Crew wellbeing in marine casualty investigations
It is often said that the 3 most stressful life events that people experience are bereavement, divorce and moving home. Seafarers can experience these too of course, but they have additional stresses and strains arising from the vocational nature of their jobs and the safety-critical environments in which they operate. Layer on top of that the real hardships they currently face due to the Covid-19 pandemic and it is clear they can have a lot to deal with simply as a matter of routine.
But seafaring also has its own set of non-routine, high stress events: abandonment, piracy and major casualties. These dangers are part of life at sea. The risk of them happening doesn’t cease to exist when you end your watch or knock off for the day.
Helping seafarers with the stress and trauma that can arise due to abandonment by owners and employers, or attacks and hostage-taking by pirates, is the province of mental health professionals. Marine casualties on the other hand don’t seem to merit as much attention, particularly on the investigation side. Clinical psychologists are not marine investigators, and vice-versa. Also, it does not seem to be widely appreciated that in a marine casualty, crew members are vulnerable to a double dose of stress and trauma as they can be both victim and first-responder. The aftermath of a serious incident, in which those on board are needed to help stabilise or rectify a hazardous condition, can be at least as stressful as the incident itself. Given the range of human responses to stress it is entirely possible to encounter adverse reactions and cognitive impairment among crew members, even in low-grade marine casualties.
Most marine investigators, and specifically investigative interviewers, would probably think of themselves as skilled, empathetic, good at establishing rapport and focused on obtaining good results for their principals. Their agenda and objectives are set by the type of investigation. Most will also adopt a broadly ethical approach in their interactions with interviewees, although from what I have seen over the years, the interpretation of what is ethical is subjective and variable.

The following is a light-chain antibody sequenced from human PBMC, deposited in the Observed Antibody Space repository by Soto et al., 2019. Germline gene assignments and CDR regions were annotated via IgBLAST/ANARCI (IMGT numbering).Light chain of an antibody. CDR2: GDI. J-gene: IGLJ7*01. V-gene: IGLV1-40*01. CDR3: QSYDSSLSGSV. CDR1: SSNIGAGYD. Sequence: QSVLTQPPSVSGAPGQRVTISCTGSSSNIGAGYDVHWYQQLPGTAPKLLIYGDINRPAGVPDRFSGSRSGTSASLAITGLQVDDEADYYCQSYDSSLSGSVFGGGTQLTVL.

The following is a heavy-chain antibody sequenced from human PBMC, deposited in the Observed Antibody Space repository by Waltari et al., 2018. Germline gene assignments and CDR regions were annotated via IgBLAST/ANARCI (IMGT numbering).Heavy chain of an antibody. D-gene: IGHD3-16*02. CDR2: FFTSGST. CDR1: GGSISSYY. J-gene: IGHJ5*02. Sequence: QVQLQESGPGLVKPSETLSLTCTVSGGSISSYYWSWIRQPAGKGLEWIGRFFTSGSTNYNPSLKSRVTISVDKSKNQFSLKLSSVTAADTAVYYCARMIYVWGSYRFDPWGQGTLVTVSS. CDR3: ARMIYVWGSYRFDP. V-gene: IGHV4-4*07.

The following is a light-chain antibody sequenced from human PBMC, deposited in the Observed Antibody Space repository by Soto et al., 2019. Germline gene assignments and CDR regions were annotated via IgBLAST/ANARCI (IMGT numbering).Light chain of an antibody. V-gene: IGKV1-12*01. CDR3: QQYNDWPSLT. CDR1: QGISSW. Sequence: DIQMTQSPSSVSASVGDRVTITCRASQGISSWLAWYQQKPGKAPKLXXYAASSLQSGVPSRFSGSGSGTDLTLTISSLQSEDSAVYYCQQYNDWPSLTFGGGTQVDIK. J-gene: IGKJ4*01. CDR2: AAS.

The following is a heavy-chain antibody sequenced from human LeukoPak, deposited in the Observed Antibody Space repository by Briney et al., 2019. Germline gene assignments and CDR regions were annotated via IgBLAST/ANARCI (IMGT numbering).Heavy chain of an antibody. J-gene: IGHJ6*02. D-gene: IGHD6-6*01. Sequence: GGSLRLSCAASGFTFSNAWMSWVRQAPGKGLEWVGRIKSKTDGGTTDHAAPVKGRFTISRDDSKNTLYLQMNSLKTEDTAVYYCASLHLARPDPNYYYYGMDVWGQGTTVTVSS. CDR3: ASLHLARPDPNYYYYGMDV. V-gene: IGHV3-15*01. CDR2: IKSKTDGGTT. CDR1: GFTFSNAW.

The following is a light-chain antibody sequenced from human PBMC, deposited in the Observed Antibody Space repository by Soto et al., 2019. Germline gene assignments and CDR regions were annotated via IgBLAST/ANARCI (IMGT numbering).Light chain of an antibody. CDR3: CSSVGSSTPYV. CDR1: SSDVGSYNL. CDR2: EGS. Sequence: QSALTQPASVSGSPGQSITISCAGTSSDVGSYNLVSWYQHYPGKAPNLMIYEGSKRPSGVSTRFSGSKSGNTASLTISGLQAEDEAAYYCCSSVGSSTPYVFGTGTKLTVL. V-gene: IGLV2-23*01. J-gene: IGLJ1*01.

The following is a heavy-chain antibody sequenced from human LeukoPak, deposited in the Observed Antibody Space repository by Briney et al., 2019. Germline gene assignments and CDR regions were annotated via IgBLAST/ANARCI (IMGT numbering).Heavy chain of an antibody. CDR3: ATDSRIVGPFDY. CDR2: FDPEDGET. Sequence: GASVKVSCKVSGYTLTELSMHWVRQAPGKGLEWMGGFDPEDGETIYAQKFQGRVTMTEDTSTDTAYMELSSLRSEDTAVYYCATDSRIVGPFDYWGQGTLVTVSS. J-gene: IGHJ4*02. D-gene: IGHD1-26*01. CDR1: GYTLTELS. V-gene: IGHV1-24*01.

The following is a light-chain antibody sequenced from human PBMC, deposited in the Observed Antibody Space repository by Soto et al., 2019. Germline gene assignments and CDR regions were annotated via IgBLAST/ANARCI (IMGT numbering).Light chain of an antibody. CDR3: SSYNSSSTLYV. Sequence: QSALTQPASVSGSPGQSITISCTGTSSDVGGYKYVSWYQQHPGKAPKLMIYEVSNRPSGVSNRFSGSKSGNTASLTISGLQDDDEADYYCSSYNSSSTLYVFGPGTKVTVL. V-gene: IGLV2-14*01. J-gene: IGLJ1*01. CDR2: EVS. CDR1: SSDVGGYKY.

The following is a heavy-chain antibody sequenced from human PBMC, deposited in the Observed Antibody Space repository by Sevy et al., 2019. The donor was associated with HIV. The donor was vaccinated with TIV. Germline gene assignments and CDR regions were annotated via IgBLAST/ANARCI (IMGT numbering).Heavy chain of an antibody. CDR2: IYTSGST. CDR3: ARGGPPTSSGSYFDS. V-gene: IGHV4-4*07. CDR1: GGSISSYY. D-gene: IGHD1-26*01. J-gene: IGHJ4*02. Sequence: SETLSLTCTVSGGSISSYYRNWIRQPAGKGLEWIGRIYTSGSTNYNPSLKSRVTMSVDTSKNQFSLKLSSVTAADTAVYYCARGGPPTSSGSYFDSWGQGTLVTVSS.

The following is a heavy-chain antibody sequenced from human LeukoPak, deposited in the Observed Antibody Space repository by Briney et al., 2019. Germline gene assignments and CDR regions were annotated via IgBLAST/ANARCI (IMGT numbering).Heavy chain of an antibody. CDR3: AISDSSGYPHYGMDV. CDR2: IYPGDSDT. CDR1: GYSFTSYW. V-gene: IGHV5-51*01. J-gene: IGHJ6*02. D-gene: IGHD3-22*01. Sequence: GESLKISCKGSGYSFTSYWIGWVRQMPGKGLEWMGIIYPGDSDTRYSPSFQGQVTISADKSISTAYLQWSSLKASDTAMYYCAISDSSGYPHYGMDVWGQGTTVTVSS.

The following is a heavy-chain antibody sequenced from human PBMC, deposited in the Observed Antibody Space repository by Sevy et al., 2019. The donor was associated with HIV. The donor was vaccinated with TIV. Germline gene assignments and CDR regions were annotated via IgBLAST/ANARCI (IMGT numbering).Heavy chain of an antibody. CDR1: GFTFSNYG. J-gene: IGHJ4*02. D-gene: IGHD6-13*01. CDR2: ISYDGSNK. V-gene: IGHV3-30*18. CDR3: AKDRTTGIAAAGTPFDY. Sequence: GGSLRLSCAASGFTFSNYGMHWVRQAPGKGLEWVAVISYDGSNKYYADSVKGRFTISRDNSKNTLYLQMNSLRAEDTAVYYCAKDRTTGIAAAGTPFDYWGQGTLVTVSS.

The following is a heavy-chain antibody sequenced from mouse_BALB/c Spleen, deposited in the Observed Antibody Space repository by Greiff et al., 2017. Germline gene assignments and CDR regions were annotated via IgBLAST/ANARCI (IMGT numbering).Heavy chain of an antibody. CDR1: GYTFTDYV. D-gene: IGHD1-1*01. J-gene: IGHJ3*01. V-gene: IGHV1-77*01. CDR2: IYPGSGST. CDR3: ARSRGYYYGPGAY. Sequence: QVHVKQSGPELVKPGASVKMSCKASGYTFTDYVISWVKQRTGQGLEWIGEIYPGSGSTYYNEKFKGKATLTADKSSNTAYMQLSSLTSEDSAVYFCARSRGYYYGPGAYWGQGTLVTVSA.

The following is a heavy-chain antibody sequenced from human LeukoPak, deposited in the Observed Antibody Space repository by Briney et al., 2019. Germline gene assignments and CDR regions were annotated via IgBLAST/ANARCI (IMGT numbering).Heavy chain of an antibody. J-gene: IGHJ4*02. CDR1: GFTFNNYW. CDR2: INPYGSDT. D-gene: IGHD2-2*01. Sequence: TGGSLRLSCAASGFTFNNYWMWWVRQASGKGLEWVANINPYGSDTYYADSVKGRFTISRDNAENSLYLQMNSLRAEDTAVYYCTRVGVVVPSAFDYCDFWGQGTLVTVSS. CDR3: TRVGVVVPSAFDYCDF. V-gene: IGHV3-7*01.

The twin issues that every marine investigator must consider are, am I getting the best information and evidence I can, and am I doing harm to the interviewee? The first arises because high levels of stress, whether residual, on-going or resulting from fear of consequences and of the interview process, can impair cognitive functions and the ability to recall memories. The second arises because the nature of an investigative interview involves probing for answers on matters that the interviewee may find distressing, at a time and place not of their choosing, and when they may not have had an opportunity to process their experiences and emotions. If undetected or exacerbated by the interview process, the interviewee’s mental anguish may become prolonged and could develop into PTSD.
About a year ago, I started working with Dr Rachel Glynn-Williams, a consultant clinical psychologist, whose specialisms include trauma treatment among seafarers. Our collaboration has led to the development of an investigative interview model we call TIMS™ - Trauma-informed Interviewing in a Marine Setting. The phrase “trauma-informed” refers to both specific trauma-informed interview techniques embedded in the model and to our general approach to our interactions with all those on board in a marine casualty situation.
Early in the development of the TIMS™ model, we recognised the ethical need to address the mental and emotional wellbeing needs of interviewees and the wider crew. Where a personal connection is made between interviewer and interviewee, a pathway opens up to explore with the interviewee their wellbeing support needs, to apply psychological “first-aid” as appropriate and, in consultation with the clinical psychologist, to help identify any need for more structured support. The reality is that TIMS™ sits within what we refer to as a Crew Wellbeing Continuum or CWC, starting with psychological support services at an organisational level, through crew-wide and individual self-help guidance pre-interview, a compassionate and supportive interview process, right up to on-going structured support for individuals requiring it.
After a lot of hard work over the last year, we are proud and excited to have launched our TIMS™ and CWC services through Recall Recover Limited. We think together they represent an evolution in marine casualty investigation. You can find out more about the features and benefits of our services at recallrecover.com.